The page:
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Sejam bem-vindos e bem-vindas a mais um episódio da nossa nova série de podcasts, o Fluency News! Aqui, você vai treinar a sua escuta e ficar por dentro do que está acontecendo no mundo, sempre com as três principais notícias da semana, tudo em inglês! Ao longo do episódio, nós também adicionamos explicações em português das coisas que achamos que precisam de mais atenção, assim você não perde nenhum detalhe!

Nesta semana, nós falamos sobre as controvérsias a respeito do filme live-action Mulan, a decisão judicial acerca das terras indígenas que gerou medo na população local, e a destruição do acampamento de imigrantes que acomodava quase 13 mil pessoas na Grécia.

E, para assistir o vídeo em que o Rhavi explica a pronúncia do TH em inglês, é só clicar aqui!

Sources

Activists call for Mulan boycott after Disney offers film on streaming platform

https://www.bloomberg.com/news/articles/2020-09-09/-mulan-reboot-once-a-sure-thing-becomes-a-headache-for-disney

https://www.nytimes.com/2020/09/08/world/asia/china-mulan-xinjiang.html

https://www.cbc.ca/news/entertainment/mulan-disney-boycott-1.5716104

https://edition.cnn.com/2020/09/08/media/mulan-controversy-xinjiang-credits-intl-hnk/index.html

https://www.washingtonpost.com/opinions/2020/09/07/why-disneys-new-mulan-is-scandal/

https://www.morningbrew.com/daily/stories/2020/09/08/disney-criticized-nods-xinjiang-entities-inmulan

Moria migrants: Fire destroys Greece’s camp on Lesbos

https://www.bbc.com/news/world-europe-54082201

Brazil court decision sparks fears over Indigenous land

https://www.aljazeera.com/news/2020/09/brazil-court-decision-sparks-fears-indigenous-land-200907153412766.html

Hungary’s researcher Roska wins award for procedure that could cure blindness

https://www.dw.com/en/hungarys-researcher-roska-wins-award-for-procedure-that-could-cure-blindness/a-54846376

Transcrição do episódio

What is up, everyone! Welcome back to Fluency Academy’s Fluency News. This podcast series was created especially for you, someone who understands English but struggles with more specific structures, words, or expressions. Fluency News is the perfect way to give your English a boost while keeping you informed. I’m your host, Scott Lowe, American born and raised but a Brazilian at heart.

Before we get started, let me remind you! You can visit Fluencytv.com for the sources to this episode, as well as extra material to accompany today’s podcast and expand your knowledge. Our portal already has more than 500 free classes in five different languages, which are Inglês, Francês, Espanhol, Italiano e Alemão. Definitely go check out fluencytv.com!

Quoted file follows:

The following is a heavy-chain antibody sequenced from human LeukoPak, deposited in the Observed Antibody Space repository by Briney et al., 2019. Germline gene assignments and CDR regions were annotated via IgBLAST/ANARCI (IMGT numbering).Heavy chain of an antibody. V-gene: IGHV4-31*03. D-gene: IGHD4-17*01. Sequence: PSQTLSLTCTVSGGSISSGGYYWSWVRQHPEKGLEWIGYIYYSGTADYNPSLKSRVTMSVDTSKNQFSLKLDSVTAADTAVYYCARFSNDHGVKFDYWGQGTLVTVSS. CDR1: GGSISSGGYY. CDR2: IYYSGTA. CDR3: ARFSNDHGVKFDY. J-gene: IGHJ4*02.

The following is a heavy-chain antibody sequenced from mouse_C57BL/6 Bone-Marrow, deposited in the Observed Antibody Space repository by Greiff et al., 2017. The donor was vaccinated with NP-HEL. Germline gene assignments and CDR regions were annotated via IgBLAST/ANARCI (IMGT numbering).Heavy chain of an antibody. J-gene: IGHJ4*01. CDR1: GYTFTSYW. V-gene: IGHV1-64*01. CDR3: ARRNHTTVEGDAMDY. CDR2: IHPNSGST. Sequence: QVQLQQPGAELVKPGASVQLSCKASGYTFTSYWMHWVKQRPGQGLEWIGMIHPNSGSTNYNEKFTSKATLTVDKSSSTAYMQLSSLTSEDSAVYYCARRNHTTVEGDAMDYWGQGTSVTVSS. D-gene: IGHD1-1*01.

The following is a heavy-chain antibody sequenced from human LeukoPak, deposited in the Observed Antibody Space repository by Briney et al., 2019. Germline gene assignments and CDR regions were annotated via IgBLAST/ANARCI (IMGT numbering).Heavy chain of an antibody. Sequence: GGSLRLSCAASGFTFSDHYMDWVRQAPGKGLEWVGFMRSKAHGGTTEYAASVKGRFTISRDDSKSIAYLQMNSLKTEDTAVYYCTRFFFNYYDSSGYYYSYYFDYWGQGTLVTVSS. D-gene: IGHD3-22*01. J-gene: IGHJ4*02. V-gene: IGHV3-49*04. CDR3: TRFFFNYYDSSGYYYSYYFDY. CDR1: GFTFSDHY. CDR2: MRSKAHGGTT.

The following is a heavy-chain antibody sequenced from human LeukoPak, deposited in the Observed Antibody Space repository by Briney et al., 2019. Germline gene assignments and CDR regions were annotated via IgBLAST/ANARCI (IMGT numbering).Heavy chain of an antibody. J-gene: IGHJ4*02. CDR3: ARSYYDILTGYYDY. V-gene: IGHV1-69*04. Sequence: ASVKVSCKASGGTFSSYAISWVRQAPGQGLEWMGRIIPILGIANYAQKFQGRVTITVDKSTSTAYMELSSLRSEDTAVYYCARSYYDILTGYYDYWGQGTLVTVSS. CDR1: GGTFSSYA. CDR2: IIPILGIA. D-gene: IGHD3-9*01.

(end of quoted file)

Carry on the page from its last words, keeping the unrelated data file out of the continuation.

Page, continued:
So, how does this work, Scott? I’ll tell you! We’ll present to you three of the week’s biggest news stories,100% in English, for you to train your listening and comprehension. After each story, we’ll explore points of interest in Portuguese. And we’ll always end with some good news because we definitely need it!

Our first story of the day doesn’t go far! We’re going to talk about how Brazil’s court decision sparked fears over Indigenous land.

When Kawore Parakana sees the smoke rising on the horizon, the Indigenous leader knows that another part of Brazil’s Amazon rainforest is gone.

For more than three decades, the Parakana people have been fighting to protect their land in the Apyterewa reservation, in the northern state of Para, from illegal miners, loggers, and farmers who clear large swaths of trees.

“With each day that passes there is a huge amount of deforestation. They create large fields. There has been a lot of smoke here lately at the bottom of the area,” Kawore said.

He said the Parakana fear there will be many more burning trees after a Supreme Court decision that could allow the municipality that oversees the reservation to legalize the presence of farmers already encroaching on the land.

In May, Justice Gilmar Mendes opened the door to negotiations between Brazil’s government and the municipality of Sao Felix do Xingu, which wants to reduce the size of the Indigenous territory on behalf of a local farmers’ association.

Land rights activists say the proposal, which would make Indigenous protected areas available for development, is unconstitutional.